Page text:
Thousands of people flock to Stonehenge each year to see the Neolithic standing stones and marvel at them. The strangest aspect of this is that no one actually knows what the stones were for.
Theories run wild, of course. Some of the most popular ones are druidic rituals, a site of ancient healing, and an alien landing site. The two theories most likely are that the stones were used as a way to track the sun and moon (based on the positioning of the stones), or that it was used as a burial site (based on remains found around the stones and surrounding area).
Regardless of its true meaning and use, Stonehenge was erected in the late Neolithic period, and roughly dates back to 2500 BCE. The stones making up Stonehenge are sarsens and bluestones.
I felt almost mesmerized as I walked around the stones, gazing at them and snapping pictures from all angles. Unlike my previous assumptions, however, I didn’t feel a pull to the stones; the fact that I was half-expecting that goes to show how much I had romanticized them in my mind. The mesmerized feeling was solely linked to the history behind the stones and wondering who raised them and for what purpose. My draw to the stones was purely historical, as opposed to mystical.
When we finally pulled ourselves away from the stones and headed back to the visitor center, it was to discover that the accompanying exhibit was closing for the night. Still curious to read up on more history, I headed over to a display of stones and a series of huts.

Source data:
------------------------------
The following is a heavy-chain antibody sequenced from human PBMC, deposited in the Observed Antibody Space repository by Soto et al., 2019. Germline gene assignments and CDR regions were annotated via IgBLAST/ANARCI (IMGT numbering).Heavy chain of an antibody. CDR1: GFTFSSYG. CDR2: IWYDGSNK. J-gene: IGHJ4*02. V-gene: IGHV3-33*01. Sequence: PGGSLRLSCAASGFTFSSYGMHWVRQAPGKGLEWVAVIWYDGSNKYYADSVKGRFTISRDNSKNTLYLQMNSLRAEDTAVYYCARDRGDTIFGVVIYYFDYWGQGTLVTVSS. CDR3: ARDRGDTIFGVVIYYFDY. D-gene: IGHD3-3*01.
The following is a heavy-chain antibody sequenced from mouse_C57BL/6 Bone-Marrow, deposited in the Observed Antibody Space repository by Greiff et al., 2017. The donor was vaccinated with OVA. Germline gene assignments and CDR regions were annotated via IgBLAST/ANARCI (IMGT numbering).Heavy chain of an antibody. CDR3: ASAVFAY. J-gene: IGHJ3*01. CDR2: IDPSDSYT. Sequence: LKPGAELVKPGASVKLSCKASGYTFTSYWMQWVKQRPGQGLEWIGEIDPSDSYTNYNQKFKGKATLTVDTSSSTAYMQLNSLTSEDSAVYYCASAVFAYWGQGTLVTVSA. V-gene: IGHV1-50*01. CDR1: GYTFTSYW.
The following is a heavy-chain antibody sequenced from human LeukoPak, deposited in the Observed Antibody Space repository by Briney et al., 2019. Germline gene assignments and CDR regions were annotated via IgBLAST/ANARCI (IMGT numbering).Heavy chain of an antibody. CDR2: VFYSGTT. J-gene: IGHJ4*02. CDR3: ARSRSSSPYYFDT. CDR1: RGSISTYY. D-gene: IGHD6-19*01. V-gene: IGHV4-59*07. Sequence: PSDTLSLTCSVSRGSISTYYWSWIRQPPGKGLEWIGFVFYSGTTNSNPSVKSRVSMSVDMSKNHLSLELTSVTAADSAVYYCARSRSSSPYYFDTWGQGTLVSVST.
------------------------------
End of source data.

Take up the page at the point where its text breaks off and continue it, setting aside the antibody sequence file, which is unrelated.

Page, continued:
The two types of stones -pictured below – are sarsen (the larger of the stones and sandstone) and bluestone (the smaller of the stones and possess a blue hue when wet). Sarsens are difficult to sculpt and work with, yet there is evidence that the people behind the construction of Stonehenge also carved off the outer layer.
The sarsen stone (pictured below) is an exact replica of Stone 60, one of the upright stones of Stonehenge. The display at the front end (pictured above) allowed for you to tug on the rope to check how many others would need to help you move it. I didn’t have to try it to know I would need the full amount.
It surprised me to see a series of huts on display at the Stonehenge visitor center. As it turns out, they are examples of Neolithic houses the people who built Stonehenge may have lived in. The huts are based off of remains of structures found roughly a mile away that had been radiocarbon dated to the same time period as the construction of Stonehenge. The people who built these replica huts did their best to remain true to the building materials people back then would have used, and the result is an accurate depiction.
In the end, I had no reason to be wary of Stonehenge. In fact, it matched what I expected quite well. Before our arrival, I had read comments from people who had been there before, and overwhelmingly, the response I came across most frequently was “it’s smaller than you’d think”. After seeing it person, I have to disagree.
Having been there now, I don’t feel a drive to return. If I did, I would be sure to try the Stone Circle Access pass for a more unique visit.
Have you been to Stonehenge? Did it meet your expectations?